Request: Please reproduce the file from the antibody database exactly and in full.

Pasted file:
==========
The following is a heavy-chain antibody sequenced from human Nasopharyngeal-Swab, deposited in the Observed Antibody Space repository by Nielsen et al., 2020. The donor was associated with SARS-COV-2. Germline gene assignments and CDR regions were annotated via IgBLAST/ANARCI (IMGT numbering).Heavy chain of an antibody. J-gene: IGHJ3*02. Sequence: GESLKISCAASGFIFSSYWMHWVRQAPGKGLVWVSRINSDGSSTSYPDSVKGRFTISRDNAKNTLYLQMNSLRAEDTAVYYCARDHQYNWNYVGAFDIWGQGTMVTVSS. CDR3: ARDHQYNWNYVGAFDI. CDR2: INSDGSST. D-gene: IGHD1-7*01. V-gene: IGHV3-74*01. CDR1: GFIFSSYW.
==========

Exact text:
The following is a heavy-chain antibody sequenced from human Nasopharyngeal-Swab, deposited in the Observed Antibody Space repository by Nielsen et al., 2020. The donor was associated with SARS-COV-2. Germline gene assignments and CDR regions were annotated via IgBLAST/ANARCI (IMGT numbering).Heavy chain of an antibody. J-gene: IGHJ3*02. Sequence: GESLKISCAASGFIFSSYWMHWVRQAPGKGLVWVSRINSDGSSTSYPDSVKGRFTISRDNAKNTLYLQMNSLRAEDTAVYYCARDHQYNWNYVGAFDIWGQGTMVTVSS. CDR3: ARDHQYNWNYVGAFDI. CDR2: INSDGSST. D-gene: IGHD1-7*01. V-gene: IGHV3-74*01. CDR1: GFIFSSYW.